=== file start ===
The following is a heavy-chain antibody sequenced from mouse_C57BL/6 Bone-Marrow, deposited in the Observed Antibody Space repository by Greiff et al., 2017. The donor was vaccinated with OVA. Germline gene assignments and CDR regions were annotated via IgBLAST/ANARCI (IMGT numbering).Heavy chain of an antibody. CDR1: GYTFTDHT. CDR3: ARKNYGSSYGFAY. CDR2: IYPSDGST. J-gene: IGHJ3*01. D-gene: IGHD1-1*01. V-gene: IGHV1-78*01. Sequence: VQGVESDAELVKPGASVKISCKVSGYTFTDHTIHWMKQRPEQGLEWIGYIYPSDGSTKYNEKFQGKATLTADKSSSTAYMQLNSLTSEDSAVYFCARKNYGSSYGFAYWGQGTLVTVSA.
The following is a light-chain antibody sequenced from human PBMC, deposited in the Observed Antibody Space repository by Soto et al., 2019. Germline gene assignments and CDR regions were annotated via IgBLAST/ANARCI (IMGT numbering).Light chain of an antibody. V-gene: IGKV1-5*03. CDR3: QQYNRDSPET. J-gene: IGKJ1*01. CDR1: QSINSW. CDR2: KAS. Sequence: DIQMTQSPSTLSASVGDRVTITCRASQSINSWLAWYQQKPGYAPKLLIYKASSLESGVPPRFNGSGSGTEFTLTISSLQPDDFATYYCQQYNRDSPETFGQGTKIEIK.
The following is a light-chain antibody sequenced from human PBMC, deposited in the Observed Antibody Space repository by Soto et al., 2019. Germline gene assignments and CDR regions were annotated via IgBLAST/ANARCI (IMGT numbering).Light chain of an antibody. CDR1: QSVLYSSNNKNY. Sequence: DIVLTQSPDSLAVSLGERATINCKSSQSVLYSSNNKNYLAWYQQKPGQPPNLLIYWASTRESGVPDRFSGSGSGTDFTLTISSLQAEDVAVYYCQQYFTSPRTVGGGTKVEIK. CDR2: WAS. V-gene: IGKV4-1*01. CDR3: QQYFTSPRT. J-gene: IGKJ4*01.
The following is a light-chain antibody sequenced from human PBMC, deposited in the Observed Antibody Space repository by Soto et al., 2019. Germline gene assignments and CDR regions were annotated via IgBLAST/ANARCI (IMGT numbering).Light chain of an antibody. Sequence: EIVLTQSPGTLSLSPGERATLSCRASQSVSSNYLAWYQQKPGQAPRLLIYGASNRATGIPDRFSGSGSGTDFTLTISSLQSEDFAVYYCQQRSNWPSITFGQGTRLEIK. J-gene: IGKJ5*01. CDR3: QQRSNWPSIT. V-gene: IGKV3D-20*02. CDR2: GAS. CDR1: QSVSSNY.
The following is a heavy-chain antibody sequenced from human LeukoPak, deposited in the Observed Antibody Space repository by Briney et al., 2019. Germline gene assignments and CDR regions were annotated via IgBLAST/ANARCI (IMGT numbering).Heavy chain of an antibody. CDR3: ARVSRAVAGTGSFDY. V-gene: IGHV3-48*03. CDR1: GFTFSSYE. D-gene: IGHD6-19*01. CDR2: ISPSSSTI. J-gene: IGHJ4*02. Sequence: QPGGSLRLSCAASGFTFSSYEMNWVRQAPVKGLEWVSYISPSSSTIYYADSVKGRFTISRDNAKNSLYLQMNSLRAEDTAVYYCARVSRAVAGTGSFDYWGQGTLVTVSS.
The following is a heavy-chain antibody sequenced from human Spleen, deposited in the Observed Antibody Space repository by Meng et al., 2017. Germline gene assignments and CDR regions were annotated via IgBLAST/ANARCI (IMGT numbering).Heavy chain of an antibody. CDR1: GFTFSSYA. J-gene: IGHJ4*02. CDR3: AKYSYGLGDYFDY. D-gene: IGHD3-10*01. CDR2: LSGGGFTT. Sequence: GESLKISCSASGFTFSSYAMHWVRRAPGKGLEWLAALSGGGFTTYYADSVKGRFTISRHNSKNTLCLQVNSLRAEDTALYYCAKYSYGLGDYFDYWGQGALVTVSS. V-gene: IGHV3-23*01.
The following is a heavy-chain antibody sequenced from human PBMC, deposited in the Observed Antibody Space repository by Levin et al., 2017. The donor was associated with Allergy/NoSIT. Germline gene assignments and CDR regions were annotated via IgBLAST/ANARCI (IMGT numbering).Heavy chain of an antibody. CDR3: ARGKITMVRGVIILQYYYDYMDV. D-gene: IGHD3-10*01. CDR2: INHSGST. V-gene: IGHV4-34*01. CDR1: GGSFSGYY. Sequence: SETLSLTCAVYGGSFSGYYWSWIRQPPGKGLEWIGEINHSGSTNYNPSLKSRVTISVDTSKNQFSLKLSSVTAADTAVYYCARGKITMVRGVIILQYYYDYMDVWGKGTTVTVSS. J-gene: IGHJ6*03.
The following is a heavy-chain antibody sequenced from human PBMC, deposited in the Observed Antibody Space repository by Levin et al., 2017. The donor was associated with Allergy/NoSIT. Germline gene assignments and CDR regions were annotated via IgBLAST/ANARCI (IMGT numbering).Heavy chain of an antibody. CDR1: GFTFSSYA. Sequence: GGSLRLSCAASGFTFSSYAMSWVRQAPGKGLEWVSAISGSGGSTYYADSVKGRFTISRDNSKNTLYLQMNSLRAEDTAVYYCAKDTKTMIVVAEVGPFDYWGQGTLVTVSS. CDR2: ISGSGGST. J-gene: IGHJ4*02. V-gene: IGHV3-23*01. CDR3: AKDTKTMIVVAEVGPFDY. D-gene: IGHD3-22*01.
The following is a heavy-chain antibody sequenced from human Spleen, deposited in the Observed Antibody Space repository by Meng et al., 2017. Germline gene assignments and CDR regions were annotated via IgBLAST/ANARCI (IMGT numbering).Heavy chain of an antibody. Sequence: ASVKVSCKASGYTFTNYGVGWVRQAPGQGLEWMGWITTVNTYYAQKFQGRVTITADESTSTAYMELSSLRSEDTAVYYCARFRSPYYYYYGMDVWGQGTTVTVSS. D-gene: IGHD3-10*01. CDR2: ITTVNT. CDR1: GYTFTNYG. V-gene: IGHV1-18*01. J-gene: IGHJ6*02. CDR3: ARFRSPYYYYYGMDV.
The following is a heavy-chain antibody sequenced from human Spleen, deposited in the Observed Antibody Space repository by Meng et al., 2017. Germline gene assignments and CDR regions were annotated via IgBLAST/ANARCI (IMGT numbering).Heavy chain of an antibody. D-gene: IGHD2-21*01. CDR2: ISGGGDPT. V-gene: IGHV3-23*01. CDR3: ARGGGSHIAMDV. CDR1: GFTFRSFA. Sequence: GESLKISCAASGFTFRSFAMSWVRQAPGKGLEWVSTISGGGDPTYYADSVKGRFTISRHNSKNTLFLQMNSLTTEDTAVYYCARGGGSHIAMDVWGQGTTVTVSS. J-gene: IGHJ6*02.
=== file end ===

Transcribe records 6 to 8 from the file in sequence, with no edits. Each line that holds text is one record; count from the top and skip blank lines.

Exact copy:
The following is a heavy-chain antibody sequenced from human Spleen, deposited in the Observed Antibody Space repository by Meng et al., 2017. Germline gene assignments and CDR regions were annotated via IgBLAST/ANARCI (IMGT numbering).Heavy chain of an antibody. CDR1: GFTFSSYA. J-gene: IGHJ4*02. CDR3: AKYSYGLGDYFDY. D-gene: IGHD3-10*01. CDR2: LSGGGFTT. Sequence: GESLKISCSASGFTFSSYAMHWVRRAPGKGLEWLAALSGGGFTTYYADSVKGRFTISRHNSKNTLCLQVNSLRAEDTALYYCAKYSYGLGDYFDYWGQGALVTVSS. V-gene: IGHV3-23*01.
The following is a heavy-chain antibody sequenced from human PBMC, deposited in the Observed Antibody Space repository by Levin et al., 2017. The donor was associated with Allergy/NoSIT. Germline gene assignments and CDR regions were annotated via IgBLAST/ANARCI (IMGT numbering).Heavy chain of an antibody. CDR3: ARGKITMVRGVIILQYYYDYMDV. D-gene: IGHD3-10*01. CDR2: INHSGST. V-gene: IGHV4-34*01. CDR1: GGSFSGYY. Sequence: SETLSLTCAVYGGSFSGYYWSWIRQPPGKGLEWIGEINHSGSTNYNPSLKSRVTISVDTSKNQFSLKLSSVTAADTAVYYCARGKITMVRGVIILQYYYDYMDVWGKGTTVTVSS. J-gene: IGHJ6*03.
The following is a heavy-chain antibody sequenced from human PBMC, deposited in the Observed Antibody Space repository by Levin et al., 2017. The donor was associated with Allergy/NoSIT. Germline gene assignments and CDR regions were annotated via IgBLAST/ANARCI (IMGT numbering).Heavy chain of an antibody. CDR1: GFTFSSYA. Sequence: GGSLRLSCAASGFTFSSYAMSWVRQAPGKGLEWVSAISGSGGSTYYADSVKGRFTISRDNSKNTLYLQMNSLRAEDTAVYYCAKDTKTMIVVAEVGPFDYWGQGTLVTVSS. CDR2: ISGSGGST. J-gene: IGHJ4*02. V-gene: IGHV3-23*01. CDR3: AKDTKTMIVVAEVGPFDY. D-gene: IGHD3-22*01.